Effects of intraventricular hemorrhage and hydrocephalus on the long-term neurobehavioral development of preterm very-low-birthweight infants
Version of Record online: 29 SEP 2008
Developmental Medicine & Child Neurology
Volume 39, Issue 9, pages 596–606, September 1997
How to Cite
Fletcher, J. M., Landry, S. H., Bohan, T. P., Davidson, K. C., Brookshire, B. L., Lachar, D., Kramer, L. A. and Francis, D. J. (1997), Effects of intraventricular hemorrhage and hydrocephalus on the long-term neurobehavioral development of preterm very-low-birthweight infants. Developmental Medicine & Child Neurology, 39: 596–606. doi: 10.1111/j.1469-8749.1997.tb07495.x
- Issue online: 29 SEP 2008
- Version of Record online: 29 SEP 2008
- Accepted for publication 24th January 1997.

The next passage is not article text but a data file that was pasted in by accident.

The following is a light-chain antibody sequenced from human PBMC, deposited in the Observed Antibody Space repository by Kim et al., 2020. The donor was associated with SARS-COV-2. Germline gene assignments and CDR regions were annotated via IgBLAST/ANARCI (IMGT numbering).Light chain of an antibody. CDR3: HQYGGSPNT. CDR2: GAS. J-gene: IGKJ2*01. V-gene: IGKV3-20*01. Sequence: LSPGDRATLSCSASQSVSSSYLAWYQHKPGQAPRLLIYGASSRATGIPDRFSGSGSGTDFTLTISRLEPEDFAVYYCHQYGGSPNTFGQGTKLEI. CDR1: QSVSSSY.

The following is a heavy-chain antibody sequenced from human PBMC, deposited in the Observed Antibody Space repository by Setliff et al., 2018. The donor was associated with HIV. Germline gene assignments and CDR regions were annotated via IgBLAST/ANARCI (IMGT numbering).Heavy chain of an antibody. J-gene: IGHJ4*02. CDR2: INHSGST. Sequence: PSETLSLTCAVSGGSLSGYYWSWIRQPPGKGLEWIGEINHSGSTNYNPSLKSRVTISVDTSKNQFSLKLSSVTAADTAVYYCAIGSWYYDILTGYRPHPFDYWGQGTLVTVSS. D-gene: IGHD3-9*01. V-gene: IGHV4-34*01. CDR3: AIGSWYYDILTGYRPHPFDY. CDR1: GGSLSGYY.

I Measures of intelligence, neuropsychological functions, academic skills, and behavioral adjustment were obtained at school-age from children born preterm with no hydrocephalus (N,=29), arrested hydrocephalus (N,=19), and shunted hydrocephalus (N,=17), and a term comparison group (N,=23). Most children also received concurrent neurological examinations and MRI brain scans. Results revealed significantly poorer neurobehavioral development in all four domains in preterm children with shunted hydrocephalus. Despite abnormal MRI findings in virtually all children with arrested hydrocephalus, significant differences between preterm children with arrested hydrocephalus and those with no hydrocephalus were largely in areas involving attentipnal and academic skills. Preterm children with no hydrocephalus tended to show poorer motor development relative to term children. Neurological abnormalities were restricted to children with spasticity in the arrested (N,=2) and shunted (N,=10) groups. These results highlight the importance of separating cases according to residual neurological and neuroimaging abnormalities in accounting for variations in the neurobehavioral development of preterm, low-birth-weight infants.